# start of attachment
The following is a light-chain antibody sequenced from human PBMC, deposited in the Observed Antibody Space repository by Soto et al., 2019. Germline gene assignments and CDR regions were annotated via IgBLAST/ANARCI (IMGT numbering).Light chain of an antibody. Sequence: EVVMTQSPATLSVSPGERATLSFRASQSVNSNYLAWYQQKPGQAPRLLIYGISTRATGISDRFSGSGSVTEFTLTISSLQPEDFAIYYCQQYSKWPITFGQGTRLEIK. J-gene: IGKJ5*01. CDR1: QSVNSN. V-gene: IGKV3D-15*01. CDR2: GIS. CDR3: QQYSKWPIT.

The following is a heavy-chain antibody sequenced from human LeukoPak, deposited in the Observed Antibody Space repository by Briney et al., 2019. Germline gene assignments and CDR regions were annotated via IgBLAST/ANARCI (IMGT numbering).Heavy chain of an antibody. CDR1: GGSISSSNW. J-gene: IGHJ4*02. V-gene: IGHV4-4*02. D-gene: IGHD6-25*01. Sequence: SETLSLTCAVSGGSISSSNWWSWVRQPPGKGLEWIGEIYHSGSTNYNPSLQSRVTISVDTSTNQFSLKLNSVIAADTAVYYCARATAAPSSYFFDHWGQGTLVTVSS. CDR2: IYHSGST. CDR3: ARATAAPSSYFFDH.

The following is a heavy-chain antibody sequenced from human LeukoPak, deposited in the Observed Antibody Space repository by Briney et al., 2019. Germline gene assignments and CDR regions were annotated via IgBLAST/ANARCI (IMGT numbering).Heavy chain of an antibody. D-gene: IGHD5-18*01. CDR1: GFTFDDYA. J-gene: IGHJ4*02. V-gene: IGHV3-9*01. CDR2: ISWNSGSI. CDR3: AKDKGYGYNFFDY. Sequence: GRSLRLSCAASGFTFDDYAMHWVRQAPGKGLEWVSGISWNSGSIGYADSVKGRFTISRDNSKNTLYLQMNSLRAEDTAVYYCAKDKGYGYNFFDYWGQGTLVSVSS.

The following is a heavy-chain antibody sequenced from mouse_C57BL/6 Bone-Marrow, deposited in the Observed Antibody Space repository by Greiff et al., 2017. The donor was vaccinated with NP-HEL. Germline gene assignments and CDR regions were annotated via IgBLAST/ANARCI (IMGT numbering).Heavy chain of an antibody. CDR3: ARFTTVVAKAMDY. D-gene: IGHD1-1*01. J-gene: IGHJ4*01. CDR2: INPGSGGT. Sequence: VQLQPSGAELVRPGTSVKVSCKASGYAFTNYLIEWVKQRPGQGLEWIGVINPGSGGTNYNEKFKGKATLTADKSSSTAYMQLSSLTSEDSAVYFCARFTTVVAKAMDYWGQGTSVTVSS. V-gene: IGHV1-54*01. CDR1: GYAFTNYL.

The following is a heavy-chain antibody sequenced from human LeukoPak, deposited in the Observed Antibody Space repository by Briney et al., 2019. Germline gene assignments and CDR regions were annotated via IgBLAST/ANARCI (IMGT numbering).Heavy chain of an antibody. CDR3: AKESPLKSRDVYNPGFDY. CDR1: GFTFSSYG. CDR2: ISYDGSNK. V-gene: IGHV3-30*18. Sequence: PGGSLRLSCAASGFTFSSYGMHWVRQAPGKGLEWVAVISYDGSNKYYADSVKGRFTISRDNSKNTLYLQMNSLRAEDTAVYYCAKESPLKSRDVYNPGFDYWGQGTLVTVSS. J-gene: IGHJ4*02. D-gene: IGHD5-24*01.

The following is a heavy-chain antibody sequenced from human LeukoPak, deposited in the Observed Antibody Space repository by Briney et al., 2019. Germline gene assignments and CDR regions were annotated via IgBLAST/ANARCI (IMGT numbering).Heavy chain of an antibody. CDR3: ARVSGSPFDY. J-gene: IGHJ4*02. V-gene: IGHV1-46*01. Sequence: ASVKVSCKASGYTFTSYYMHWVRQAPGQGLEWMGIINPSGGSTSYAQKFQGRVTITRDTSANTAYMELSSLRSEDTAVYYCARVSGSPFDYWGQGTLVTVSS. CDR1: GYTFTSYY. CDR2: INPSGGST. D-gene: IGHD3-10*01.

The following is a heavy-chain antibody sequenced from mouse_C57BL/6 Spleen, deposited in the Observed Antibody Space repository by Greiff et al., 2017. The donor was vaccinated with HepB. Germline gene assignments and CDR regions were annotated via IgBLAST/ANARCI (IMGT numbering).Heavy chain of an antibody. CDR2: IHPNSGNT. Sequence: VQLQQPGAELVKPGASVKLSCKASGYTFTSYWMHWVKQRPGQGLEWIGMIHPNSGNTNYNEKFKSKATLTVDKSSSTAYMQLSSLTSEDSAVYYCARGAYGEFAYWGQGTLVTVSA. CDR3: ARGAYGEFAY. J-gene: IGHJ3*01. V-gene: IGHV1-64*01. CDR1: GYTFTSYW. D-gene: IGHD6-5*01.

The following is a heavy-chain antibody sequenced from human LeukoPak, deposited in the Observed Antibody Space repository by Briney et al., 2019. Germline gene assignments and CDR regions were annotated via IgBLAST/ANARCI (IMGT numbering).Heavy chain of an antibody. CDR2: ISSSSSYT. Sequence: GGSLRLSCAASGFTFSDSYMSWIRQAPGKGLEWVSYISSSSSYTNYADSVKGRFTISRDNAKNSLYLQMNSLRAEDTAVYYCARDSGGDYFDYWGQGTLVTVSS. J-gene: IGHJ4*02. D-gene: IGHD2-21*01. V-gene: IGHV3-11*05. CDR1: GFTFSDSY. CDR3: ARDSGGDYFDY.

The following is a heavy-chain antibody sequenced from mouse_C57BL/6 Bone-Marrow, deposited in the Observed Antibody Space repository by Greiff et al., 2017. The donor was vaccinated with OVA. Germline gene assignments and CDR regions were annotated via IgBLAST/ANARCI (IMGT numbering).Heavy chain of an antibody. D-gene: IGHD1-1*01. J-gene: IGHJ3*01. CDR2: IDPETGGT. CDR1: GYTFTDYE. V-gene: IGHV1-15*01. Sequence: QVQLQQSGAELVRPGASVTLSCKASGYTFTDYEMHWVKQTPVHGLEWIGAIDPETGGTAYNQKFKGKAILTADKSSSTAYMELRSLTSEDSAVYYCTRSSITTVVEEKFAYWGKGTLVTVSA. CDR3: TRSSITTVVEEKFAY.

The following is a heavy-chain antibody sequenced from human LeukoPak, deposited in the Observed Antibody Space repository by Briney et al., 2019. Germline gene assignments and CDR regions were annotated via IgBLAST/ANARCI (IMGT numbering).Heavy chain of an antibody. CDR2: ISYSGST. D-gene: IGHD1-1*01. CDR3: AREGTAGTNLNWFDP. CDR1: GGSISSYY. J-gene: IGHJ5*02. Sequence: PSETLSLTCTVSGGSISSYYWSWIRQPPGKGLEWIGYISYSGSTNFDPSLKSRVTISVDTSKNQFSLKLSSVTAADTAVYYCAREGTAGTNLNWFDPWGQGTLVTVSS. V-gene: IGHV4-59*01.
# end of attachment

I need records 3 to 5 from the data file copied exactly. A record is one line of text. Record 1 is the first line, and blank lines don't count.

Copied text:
The following is a heavy-chain antibody sequenced from human LeukoPak, deposited in the Observed Antibody Space repository by Briney et al., 2019. Germline gene assignments and CDR regions were annotated via IgBLAST/ANARCI (IMGT numbering).Heavy chain of an antibody. D-gene: IGHD5-18*01. CDR1: GFTFDDYA. J-gene: IGHJ4*02. V-gene: IGHV3-9*01. CDR2: ISWNSGSI. CDR3: AKDKGYGYNFFDY. Sequence: GRSLRLSCAASGFTFDDYAMHWVRQAPGKGLEWVSGISWNSGSIGYADSVKGRFTISRDNSKNTLYLQMNSLRAEDTAVYYCAKDKGYGYNFFDYWGQGTLVSVSS.

The following is a heavy-chain antibody sequenced from mouse_C57BL/6 Bone-Marrow, deposited in the Observed Antibody Space repository by Greiff et al., 2017. The donor was vaccinated with NP-HEL. Germline gene assignments and CDR regions were annotated via IgBLAST/ANARCI (IMGT numbering).Heavy chain of an antibody. CDR3: ARFTTVVAKAMDY. D-gene: IGHD1-1*01. J-gene: IGHJ4*01. CDR2: INPGSGGT. Sequence: VQLQPSGAELVRPGTSVKVSCKASGYAFTNYLIEWVKQRPGQGLEWIGVINPGSGGTNYNEKFKGKATLTADKSSSTAYMQLSSLTSEDSAVYFCARFTTVVAKAMDYWGQGTSVTVSS. V-gene: IGHV1-54*01. CDR1: GYAFTNYL.

The following is a heavy-chain antibody sequenced from human LeukoPak, deposited in the Observed Antibody Space repository by Briney et al., 2019. Germline gene assignments and CDR regions were annotated via IgBLAST/ANARCI (IMGT numbering).Heavy chain of an antibody. CDR3: AKESPLKSRDVYNPGFDY. CDR1: GFTFSSYG. CDR2: ISYDGSNK. V-gene: IGHV3-30*18. Sequence: PGGSLRLSCAASGFTFSSYGMHWVRQAPGKGLEWVAVISYDGSNKYYADSVKGRFTISRDNSKNTLYLQMNSLRAEDTAVYYCAKESPLKSRDVYNPGFDYWGQGTLVTVSS. J-gene: IGHJ4*02. D-gene: IGHD5-24*01.